A woman starts exhibiting increasingly disturbing behavior after asking her husband for a divorce. Suspicions of infidelity soon give way to something much more sinister.A woman starts exhibiting increasingly disturbing behavior after asking her husband for a divorce. Suspicions of infidelity soon give way to something much more sinister.A woman starts exhibiting increasingly disturbing behavior after asking her husband for a divorce. Suspicions of infidelity soon give way to something much more sinister.
- Man with Pink Socks
- (as Maximilian Ruethlein)
There are subtle films, there are unsubtle films and then there's this.
There are subtle films, there are unsubtle films and then there's 'Possession (1981)', a picture that cranks everything up to eleven and doesn't even think about adjusting the dials until its end credits have rolled. It's a very violent movie, and I'm not just talking about violence in the traditional sense. Every movement feels like a convulsion, every reaction an explosion, every interaction a fight, every line of dialogue a visceral scream. Of course, there are also moments of more conventional conflict, eruptions of painful brutality that hit like a truck, but the piece is very aggressive for its entire duration. It's nihilistic, but not unreasonably nasty. Its characters tear themselves apart from the inside as they fruitlessly scramble to understand their seemingly world-shattering situation. The performances are overwrought yet vigorous, some of the most intense I've ever seen on screen. They walk the line between scary and silly, ultimately emerging as rather uncanny. As such, they're rather unsettling. They're over-the-top without being obnoxious, forceful without being foolish, pretty much pitch-perfect for what the movie tries to achieve. Everything is just a bit off, representative of a kind of unreality that roots the story in a world adjacent to our own, recognisable yet alien. The tone is effectively bizarre, as is the film in general. There's nothing quite like it, to be honest. It certainly has a distinct effect. The actual plot is strangely discreet considering how brazenly unsubtle the overall experience is. The movie is, at its core, a metaphor for divorce. The specifics of how this metaphor relates to the beat-for-beat plot are almost irrelevant. In a way, the film's subtext is its substance. Without its allegorical underpinning, I suppose it doesn't really hold any weight. This is almost the opposite of how most movies with an allegorical element operate, as they tend to present an air-tight straightforward story that can also be interpreted in a few different ways. Here, those interpretations are pretty much the only thing that matter. Most of the movie is a literal manifestation of the metaphors it represents; there's almost no other way to interpret its events. Perhaps that could be frustrating to some, especially because its in-the-moment narrative is purposefully difficult to parse. Yet, it's a picture that you're meant to feel more than understand. It makes sure that you feel every visceral moment. In that sense, it's a total success. It's oddly engrossing, an energetic and bracing experience that takes no prisoners. It's bizarrely entertaining in its own way. It's unlike anything I've ever seen and all the better for it. 7/10.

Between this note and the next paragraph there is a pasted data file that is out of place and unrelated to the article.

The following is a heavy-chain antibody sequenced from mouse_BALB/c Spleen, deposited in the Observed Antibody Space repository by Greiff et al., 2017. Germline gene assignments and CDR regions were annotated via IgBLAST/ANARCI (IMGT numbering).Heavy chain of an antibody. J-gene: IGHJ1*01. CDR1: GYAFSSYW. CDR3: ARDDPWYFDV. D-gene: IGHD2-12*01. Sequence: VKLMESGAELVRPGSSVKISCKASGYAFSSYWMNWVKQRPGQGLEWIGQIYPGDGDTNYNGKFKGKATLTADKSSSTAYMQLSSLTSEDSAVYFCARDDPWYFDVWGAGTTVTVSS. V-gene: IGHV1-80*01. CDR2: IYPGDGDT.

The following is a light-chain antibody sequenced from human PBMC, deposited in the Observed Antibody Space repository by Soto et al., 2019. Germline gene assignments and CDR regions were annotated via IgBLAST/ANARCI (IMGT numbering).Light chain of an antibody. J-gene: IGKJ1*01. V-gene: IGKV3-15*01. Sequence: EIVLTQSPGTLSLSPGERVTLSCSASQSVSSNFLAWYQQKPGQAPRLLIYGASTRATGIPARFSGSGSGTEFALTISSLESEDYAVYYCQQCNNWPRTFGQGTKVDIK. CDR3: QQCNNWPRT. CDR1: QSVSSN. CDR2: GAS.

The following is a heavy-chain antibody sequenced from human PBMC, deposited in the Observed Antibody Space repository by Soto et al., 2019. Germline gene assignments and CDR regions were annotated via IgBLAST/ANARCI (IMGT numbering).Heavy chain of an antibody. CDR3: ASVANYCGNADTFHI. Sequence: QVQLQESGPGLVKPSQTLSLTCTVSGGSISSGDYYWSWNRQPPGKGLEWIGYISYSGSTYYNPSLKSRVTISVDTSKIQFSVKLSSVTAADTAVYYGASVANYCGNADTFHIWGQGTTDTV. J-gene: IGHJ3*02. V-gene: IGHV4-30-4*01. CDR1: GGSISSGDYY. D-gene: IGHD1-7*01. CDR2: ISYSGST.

- Jan 22, 2022
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